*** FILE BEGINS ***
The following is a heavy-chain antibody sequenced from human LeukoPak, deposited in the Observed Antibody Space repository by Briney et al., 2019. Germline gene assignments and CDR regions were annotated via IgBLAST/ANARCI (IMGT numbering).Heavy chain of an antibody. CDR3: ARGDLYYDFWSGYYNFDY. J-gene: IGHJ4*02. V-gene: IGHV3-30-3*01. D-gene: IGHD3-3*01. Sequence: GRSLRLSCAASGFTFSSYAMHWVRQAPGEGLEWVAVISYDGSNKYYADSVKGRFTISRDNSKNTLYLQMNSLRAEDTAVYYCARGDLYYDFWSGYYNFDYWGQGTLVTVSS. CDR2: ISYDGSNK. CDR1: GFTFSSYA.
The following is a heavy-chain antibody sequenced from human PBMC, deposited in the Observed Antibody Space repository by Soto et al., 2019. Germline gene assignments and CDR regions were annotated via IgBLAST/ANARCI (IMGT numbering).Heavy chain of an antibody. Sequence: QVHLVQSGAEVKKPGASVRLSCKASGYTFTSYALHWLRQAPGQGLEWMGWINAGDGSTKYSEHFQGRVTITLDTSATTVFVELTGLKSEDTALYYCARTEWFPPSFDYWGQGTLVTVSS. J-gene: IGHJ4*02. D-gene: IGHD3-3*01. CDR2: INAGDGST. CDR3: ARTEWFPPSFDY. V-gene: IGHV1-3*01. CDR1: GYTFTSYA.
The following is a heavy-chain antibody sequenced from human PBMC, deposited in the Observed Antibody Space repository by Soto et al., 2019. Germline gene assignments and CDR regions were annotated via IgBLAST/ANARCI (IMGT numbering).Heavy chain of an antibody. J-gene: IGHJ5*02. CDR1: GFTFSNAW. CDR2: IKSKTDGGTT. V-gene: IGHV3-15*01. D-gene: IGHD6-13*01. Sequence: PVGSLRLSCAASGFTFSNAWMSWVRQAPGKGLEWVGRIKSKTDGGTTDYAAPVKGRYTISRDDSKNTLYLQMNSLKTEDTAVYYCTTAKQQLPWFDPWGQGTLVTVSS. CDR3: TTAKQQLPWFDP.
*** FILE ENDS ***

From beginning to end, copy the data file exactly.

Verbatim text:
The following is a heavy-chain antibody sequenced from human LeukoPak, deposited in the Observed Antibody Space repository by Briney et al., 2019. Germline gene assignments and CDR regions were annotated via IgBLAST/ANARCI (IMGT numbering).Heavy chain of an antibody. CDR3: ARGDLYYDFWSGYYNFDY. J-gene: IGHJ4*02. V-gene: IGHV3-30-3*01. D-gene: IGHD3-3*01. Sequence: GRSLRLSCAASGFTFSSYAMHWVRQAPGEGLEWVAVISYDGSNKYYADSVKGRFTISRDNSKNTLYLQMNSLRAEDTAVYYCARGDLYYDFWSGYYNFDYWGQGTLVTVSS. CDR2: ISYDGSNK. CDR1: GFTFSSYA.
The following is a heavy-chain antibody sequenced from human PBMC, deposited in the Observed Antibody Space repository by Soto et al., 2019. Germline gene assignments and CDR regions were annotated via IgBLAST/ANARCI (IMGT numbering).Heavy chain of an antibody. Sequence: QVHLVQSGAEVKKPGASVRLSCKASGYTFTSYALHWLRQAPGQGLEWMGWINAGDGSTKYSEHFQGRVTITLDTSATTVFVELTGLKSEDTALYYCARTEWFPPSFDYWGQGTLVTVSS. J-gene: IGHJ4*02. D-gene: IGHD3-3*01. CDR2: INAGDGST. CDR3: ARTEWFPPSFDY. V-gene: IGHV1-3*01. CDR1: GYTFTSYA.
The following is a heavy-chain antibody sequenced from human PBMC, deposited in the Observed Antibody Space repository by Soto et al., 2019. Germline gene assignments and CDR regions were annotated via IgBLAST/ANARCI (IMGT numbering).Heavy chain of an antibody. J-gene: IGHJ5*02. CDR1: GFTFSNAW. CDR2: IKSKTDGGTT. V-gene: IGHV3-15*01. D-gene: IGHD6-13*01. Sequence: PVGSLRLSCAASGFTFSNAWMSWVRQAPGKGLEWVGRIKSKTDGGTTDYAAPVKGRYTISRDDSKNTLYLQMNSLKTEDTAVYYCTTAKQQLPWFDPWGQGTLVTVSS. CDR3: TTAKQQLPWFDP.